While Related’s rising skyscrapers at Hudson Yards tend to dominate the headlines for the Far West Side, the Javits Center’s expansion is another major component of the neighborhood’s ongoing revitalization. Located on the northern end of the Jacob K. Javits Center, the new 1.2 million square-foot addition to the building has been progressing quickly, with excavation and foundation work now making substantial headway. In total, Javits will contain 3.3 million square feet of space under one roof by 2021.
When it comes to new developments, stadiums are a rarity in New York City. But today, YIMBY has the first look at an enormous project coming to the South Bronx waterfront, dubbed Harlem River Yards, submitted to the city by a Related-led partnership. The plans would rise adjacent to Somerset Partners’ assortment of new towers already in the works, adding another major affordable housing building, as well as the City’s first dedicated soccer stadium, with 26,000 seats, designed by Rafael Viñoly. The total cost is projected at $700 million.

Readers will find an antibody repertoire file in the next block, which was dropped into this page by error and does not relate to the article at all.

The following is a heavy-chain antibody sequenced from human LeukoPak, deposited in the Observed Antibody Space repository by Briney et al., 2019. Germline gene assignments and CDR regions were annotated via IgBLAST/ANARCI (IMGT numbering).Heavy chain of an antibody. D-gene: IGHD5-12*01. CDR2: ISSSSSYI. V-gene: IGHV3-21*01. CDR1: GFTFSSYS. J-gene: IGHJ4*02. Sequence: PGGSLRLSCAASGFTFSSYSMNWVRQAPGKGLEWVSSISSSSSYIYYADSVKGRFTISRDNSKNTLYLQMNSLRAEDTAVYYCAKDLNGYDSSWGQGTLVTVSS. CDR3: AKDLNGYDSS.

A new public art installation has come to Madison Square Park’s Oval Lawn, in the Flatiron District. The piece is named Whiteout, and it consists of nine hundred white LED orbs suspended by cable in the shape of two parallel rectangular grids. The lights hang about a foot above the ground, allowing the wind to create noticeable oscillating patterns. Erwin Redl, an Austrian artist, is responsible for the creation of the piece.
When “White Christmas” was written in 1942, Irving Berlin had good reason to yearn for the snows “just like the ones [he] used to know.” Measurements of the white stuff in Manhattan had been slumping since the late 1800s, with the 15-year rolling median of 35.5 inches from 1884 falling to a mere 15.6 inches by the year of the song’s release, and then plunging further, to only 13.4 inches in 1998-99. What has followed is nothing short of a holiday miracle: in the subsequent eighteen years, snowfall has increased in an unprecedented fashion across much of the Northeastern seaboard, with the rolling median at Central Park now reaching 40 inches. With New York City’s median recent snowfalls tripling in a matter of two decades and surpassing totals at the end of the Little Ice Age at the same time that temperatures have continued to warm, it is time for the city’s inhabitants to ask why exactly this is happening, and consider the practical implications that a rapidly-shifting climate will have on real estate.
While topping-out ceremonies are usually reserved for buildings, today, Related Companies is installing the final piece for The Vessel, designed by Thomas Heatherwick, which will become the defining public art statement atop the redevelopment of the Hudson Railyards. The sculpture is already practically complete, and stands 150 feet to its parapet.